A CAD system’s geometry kernel is the heart, brains, and engine of the application. Kernels act as the bridge between keyboard, mouse and display, and the computer’s processor. The kernel turns complex commands such as “change the dimension of the flange” into machine-intelligible instructions and collects the result for display, through the application, back to the user.
Most computer-aided design (CAD) systems were designed with a specific kernel in mind but can, with time and care, be modified to rely on another kernel for application-to-machine instructions. Each kernel has its strengths, weaknesses, and peculiarities, making a change from one kernel to another difficult on users. In a kernel swap, users must convert part libraries and test connections to third-party programs and other interfaces. Part version control is crucial to highlight that a part is converted but otherwise the same as the legacy part.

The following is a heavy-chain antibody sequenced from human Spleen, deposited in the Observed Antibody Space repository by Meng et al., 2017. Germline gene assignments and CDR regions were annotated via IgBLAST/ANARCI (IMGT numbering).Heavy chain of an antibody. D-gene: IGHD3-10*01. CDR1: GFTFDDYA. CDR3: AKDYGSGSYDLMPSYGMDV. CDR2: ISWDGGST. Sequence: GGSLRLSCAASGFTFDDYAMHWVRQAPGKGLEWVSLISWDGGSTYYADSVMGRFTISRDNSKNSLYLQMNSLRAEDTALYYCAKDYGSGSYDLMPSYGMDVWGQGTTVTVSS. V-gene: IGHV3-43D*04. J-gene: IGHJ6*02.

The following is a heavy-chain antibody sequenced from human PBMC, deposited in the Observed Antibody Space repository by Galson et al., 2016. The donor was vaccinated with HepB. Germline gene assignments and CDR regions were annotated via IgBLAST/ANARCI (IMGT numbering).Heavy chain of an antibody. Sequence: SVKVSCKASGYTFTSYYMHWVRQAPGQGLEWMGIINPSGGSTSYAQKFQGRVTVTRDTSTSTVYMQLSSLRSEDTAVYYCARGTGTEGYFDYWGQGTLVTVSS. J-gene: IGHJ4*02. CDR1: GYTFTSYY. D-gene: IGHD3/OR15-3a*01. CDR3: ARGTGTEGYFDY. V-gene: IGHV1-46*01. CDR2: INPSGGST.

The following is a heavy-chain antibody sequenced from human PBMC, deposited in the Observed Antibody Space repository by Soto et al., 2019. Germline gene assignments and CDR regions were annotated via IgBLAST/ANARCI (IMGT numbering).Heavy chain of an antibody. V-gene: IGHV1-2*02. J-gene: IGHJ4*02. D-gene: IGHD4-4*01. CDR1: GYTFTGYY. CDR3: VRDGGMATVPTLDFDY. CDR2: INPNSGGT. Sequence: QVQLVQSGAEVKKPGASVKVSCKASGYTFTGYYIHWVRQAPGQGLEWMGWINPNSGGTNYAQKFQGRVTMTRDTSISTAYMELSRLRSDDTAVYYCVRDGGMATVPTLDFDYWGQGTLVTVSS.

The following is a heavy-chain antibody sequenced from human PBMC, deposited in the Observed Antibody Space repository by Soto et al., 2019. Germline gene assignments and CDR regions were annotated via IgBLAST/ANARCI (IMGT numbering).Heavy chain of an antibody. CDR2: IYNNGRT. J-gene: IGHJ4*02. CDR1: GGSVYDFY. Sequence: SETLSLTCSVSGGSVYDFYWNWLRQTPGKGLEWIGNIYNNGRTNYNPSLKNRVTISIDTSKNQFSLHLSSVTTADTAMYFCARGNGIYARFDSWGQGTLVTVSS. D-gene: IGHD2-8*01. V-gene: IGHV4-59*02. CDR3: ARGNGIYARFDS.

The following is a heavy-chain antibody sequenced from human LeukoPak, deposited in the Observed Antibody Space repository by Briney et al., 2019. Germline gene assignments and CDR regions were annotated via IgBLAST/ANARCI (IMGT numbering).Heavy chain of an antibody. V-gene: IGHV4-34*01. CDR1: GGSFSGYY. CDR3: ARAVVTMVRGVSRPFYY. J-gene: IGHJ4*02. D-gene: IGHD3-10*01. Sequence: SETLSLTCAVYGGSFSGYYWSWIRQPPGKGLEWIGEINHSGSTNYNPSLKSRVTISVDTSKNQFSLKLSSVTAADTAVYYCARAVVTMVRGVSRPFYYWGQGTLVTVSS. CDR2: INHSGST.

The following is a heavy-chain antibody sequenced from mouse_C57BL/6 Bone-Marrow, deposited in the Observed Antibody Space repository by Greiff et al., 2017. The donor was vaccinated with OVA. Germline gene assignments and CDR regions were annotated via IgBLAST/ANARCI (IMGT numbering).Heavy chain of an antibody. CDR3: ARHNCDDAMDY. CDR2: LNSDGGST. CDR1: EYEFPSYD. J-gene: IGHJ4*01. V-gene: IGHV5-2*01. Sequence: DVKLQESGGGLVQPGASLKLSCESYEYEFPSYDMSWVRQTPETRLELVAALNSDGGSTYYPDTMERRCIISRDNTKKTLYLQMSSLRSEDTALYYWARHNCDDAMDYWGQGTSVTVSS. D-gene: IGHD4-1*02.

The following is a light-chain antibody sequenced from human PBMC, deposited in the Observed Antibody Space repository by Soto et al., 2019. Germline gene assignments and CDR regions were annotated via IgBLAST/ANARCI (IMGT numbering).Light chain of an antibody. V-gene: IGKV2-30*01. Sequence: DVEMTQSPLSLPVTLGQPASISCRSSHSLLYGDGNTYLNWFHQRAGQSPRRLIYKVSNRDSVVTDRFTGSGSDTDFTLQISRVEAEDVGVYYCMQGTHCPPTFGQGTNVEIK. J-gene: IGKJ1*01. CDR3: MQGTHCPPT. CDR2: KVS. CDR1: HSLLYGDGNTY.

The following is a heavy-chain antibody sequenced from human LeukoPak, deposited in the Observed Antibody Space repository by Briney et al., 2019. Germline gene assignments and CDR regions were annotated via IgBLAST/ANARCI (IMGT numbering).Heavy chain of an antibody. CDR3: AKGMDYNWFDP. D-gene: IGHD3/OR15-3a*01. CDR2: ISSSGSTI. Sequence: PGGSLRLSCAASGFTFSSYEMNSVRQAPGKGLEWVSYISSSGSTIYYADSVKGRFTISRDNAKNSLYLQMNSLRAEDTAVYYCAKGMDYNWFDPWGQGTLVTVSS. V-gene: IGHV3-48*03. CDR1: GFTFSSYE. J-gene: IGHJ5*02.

In the end, each user team must decide which is less disruptive: Converting parts to take advantage of the new kernel’s benefits or switching to a different CAD package and keeping the same kernel. Each alternative involves risk but also the potential for benefit. Moving to a new tool may change your design department’s trajectory, offering new capabilities and opportunities for growth.